Packers receiving corps will be fine

There’s a ridiculous amount of negative talk surrounding the Packers’ wide receivers.

And that is completely wrong.

This group of receivers will be fine.

First, there’s Randall Cobb. Yes, he is past his prime. At the same time, he’s a sneaky receiver who has a unique connection to the quarterback and that shouldn’t be understated. He also showed he could still produce. In his final game of the season, he amassed nearly 100 yards in the first half before leaving the game with an injury — and that was against a Super Bowl-champion defense.

Then there is Allen Lazard. For some reason, there are a lot of people who still don’t think highly of him. I do not know why. He took on a full-time starting role last year and made the most of his opportunities, scoring a touchdown in one-of-five strikes. It’s a big-bodied target with a large catch radius and it’s hard to take down.

Add Sammy Watkins for veteran depth on a proven contract. Watkins has been limited by injuries (and quarterback play), but, despite missing 12 games over the past 3 years, he still averages around 40 catches and 500 yards. It’s a solid production for an actor. Watkins, who was drafted No. 4 overall, however, has the skills to be more than just a role player. He is still an elite talent when healthy. He may not be healthy every game, but that’s the nature of football.

They are three good veteran players, all with different body types and playing styles. This kind of weapon diversity is great for playing match point when you don’t want your passing game going through a single receiver.

Then the Packers traded for Christian Watson. I know, I know, he wasn’t a 1st round receiver, but he was the first receiver drafted after pick 18. Watson is one of the most physically gifted receivers the Packers have ever drafted and owns the one of the highest ceilings of any receiver in this deep class. The first off-camp clips (albeit without pads) look very promising. If he can pick up the offense, he can add a dynamic element to that offense that they haven’t had. Adams, Jordy, Jennings – they were all great, but none of them came out of college with the physical talents of this kid.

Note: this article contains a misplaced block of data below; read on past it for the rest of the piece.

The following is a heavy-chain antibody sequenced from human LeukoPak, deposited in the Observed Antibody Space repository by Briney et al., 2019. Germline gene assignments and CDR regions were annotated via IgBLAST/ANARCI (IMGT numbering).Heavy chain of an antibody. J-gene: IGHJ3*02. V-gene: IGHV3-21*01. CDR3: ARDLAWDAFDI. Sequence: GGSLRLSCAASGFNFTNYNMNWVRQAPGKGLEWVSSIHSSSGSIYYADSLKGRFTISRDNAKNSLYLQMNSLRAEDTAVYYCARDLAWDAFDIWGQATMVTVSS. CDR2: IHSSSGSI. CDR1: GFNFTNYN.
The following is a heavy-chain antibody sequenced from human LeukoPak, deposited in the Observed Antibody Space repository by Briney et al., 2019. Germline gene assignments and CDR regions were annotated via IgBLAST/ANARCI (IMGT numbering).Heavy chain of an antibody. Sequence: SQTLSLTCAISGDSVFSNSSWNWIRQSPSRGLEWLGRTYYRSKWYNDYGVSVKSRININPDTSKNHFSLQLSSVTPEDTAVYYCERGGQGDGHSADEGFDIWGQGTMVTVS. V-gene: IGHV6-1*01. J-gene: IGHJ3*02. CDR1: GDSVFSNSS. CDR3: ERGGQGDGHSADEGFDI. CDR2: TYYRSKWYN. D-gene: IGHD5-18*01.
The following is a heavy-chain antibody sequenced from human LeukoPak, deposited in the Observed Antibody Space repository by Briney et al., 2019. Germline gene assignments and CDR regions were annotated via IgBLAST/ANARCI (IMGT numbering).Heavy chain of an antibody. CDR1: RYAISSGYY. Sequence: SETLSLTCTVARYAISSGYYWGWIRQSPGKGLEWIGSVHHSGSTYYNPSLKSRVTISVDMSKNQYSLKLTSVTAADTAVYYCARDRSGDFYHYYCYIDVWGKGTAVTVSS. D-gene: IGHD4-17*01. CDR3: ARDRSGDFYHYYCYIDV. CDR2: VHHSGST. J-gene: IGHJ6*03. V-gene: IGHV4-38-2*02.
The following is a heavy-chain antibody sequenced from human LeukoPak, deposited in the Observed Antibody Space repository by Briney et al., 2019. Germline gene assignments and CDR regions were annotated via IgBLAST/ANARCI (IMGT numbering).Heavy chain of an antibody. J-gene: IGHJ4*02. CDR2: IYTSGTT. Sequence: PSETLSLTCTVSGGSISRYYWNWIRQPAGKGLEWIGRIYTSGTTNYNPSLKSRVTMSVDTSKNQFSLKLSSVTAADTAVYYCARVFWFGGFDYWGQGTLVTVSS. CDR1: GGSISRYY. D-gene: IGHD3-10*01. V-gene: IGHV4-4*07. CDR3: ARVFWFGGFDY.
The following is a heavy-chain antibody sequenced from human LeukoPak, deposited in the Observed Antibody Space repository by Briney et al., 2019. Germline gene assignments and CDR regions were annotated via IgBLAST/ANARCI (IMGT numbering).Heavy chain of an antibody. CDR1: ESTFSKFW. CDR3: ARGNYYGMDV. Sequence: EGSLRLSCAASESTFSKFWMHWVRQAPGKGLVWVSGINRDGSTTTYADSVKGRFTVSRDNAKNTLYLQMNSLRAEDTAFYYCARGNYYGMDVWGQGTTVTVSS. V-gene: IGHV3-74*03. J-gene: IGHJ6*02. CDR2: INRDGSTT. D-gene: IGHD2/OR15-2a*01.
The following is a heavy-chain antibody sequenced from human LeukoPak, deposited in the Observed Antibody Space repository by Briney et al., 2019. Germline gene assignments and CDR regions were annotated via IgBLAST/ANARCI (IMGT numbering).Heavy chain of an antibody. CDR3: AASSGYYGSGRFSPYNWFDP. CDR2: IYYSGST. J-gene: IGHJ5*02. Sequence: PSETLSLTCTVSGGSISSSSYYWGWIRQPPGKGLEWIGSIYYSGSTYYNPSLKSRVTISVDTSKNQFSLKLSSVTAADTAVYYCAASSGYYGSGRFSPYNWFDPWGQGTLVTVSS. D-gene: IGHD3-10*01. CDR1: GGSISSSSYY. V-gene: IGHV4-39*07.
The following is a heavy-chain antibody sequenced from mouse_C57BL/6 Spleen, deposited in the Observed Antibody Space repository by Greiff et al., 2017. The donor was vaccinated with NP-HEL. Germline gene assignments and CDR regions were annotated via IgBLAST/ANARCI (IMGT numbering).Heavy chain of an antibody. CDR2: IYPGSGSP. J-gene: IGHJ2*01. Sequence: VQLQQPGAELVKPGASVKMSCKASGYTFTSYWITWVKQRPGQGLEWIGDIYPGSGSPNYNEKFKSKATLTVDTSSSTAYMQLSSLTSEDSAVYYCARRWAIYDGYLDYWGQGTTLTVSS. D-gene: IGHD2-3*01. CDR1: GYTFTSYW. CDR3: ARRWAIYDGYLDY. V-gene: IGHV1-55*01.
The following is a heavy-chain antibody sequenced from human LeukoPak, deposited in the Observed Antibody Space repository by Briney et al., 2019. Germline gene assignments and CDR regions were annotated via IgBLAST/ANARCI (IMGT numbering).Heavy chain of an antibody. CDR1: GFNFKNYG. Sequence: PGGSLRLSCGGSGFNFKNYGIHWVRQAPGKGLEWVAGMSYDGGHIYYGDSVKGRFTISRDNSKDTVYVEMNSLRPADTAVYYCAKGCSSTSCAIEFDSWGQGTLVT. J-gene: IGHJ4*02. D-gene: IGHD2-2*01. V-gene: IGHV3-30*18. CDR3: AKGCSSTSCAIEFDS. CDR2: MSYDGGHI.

He was also not the only receiver drafted by the Packers. Romeo Doubs has the speed and route running skills to make an immediate impact in this offense. While Watson is an athletic freak in need of a bit of polishing, the Doubs may be a little more pro-ready, despite a lower cap. The Packers even took a flyer on Samori Toure — another wide receiver with good hands and road-running ability — late in the draft.

And then there is the forgotten man: Amari Rodgers. Yes, his rookie season can be accurately described as abysmal. But there’s a reason the Packers traded Day 2 to have it last year. At 5’9.212, he’s built like a bowling ball, presenting a different challenge for defenses. History is littered with successful receivers who had tough outings as a rookie. There’s no reason he can’t bounce back to be the receiver the Packers hoped he would be when they drafted him.

Watch it as a group and what do you see?

A rare combination of youth and experience – a physically diverse group of pass catchers who all have unique strengths.

The Packers have a half-dozen wide receivers with a legit switch to make an impact.

Do I think they will all reach their potential?


But they don’t have to.

People get caught up in fantasy stats and miss the fact that a successful passing offense in the NFL requires more weapon diversity than pinball numbers.

Each of the top six depth receivers (Cobb, Lazard, Watkins, Watson, Doubs, Rodgers) has a completely different style of play. The Packers can work with that. Depending on the type of defense they play, weather conditions and a number of other factors, each of them could potentially be the first receiver.

It’s just another big part of having a coach like Matt LaFleur and a quarterback like Aaron Rodgers. They may have a different #1 receiver each week. It’s not an offense that needs a cleat receiver to funnel pass play (we tried that, it didn’t work), it’s an offense that needs role players with complementary skills for all to do their job.

And that’s exactly what the Packers have.

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